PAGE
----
The program, which turned from a former video gamer from Bondi to a software developer, has created a program that helps agencies and governments target humanitarian efforts to help the world’s most vulnerable people.
The poorest countries on the planet have become increasingly unsafe for aid workers in recent decades, and innovative new software by Sydney developer Lambros Photios provides humanitarian assistance worldwide. It may change the method.
Photios, now 29, confesses to being a teenage addict and spends 16 hours a day in front of the screen.
His love for games led to coding software for the industry while studying civil engineering and finance at university. There, I also met fellow students working on programming projects in other areas.
Photios quickly discovered new issues that analytics minds had to solve, and by the age of 24, he was appointed to the Australian Financial Review Fast Starter list and built software for banks and government agencies.
“The game helped tackle data-driven problems with less obvious relationships between datasets, which provided insights that were previously unattainable,” he said on Saturday. Told to.
“Without a unique approach to problem solving, we can’t work on the projects we’re doing today.”
His recent projects help aid agencies and governments provide more efficient humanitarian relief to those in need of assistance in the poorest countries.
He has just signed a four-year, $ 2.3 million contract with the Swiss government to track aid programs in the conflict-torn Horn of Africa.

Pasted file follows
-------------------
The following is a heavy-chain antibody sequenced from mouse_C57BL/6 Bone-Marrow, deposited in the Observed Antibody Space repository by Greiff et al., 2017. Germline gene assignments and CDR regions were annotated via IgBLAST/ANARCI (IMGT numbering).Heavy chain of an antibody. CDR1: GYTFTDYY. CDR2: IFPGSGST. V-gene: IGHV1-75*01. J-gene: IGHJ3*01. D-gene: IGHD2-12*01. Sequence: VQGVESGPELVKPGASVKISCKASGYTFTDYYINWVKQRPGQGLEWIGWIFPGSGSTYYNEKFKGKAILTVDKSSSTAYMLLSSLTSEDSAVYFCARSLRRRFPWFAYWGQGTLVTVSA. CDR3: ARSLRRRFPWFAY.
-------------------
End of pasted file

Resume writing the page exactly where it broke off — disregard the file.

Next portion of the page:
“In Somalia, we plan to give our agencies visibility into what’s happening in the field, which means we can direct our aid efforts to the right place, at the right time,” said Photios.
The new software uses data collected from 17 sources, including live satellite and drone images, emergency calls, and ground interviews.
“Aid agencies are watching the situation unfold in the field in real time, which has never happened before,” he said.
This approach gives governments and agencies more agility in responding to changing circumstances such as conflict, sexual assault and famine.
Photios recently built software to help the World Food Program measure its contribution to peace in the conflict-torn Mindanao region of the Philippines.
“We were able to analyze the data and identify areas where ISIS suddenly moved into the neighborhood and women felt unsafe to leave home and get food for their families.” He said.
Photios’ company, Station Five, has also won a contract for a similar project at Cox’s Bazar in Bangladesh, home of the world’s largest refugee camp following the Rohingya slaughter in Myanmar.
“This is a very fulfilling project, as aid activities can be very targeted, further expanding aid and putting it in the hands of those who need it most,” he said. rice field.
Bondi Gamer app helps the poorest people in the world
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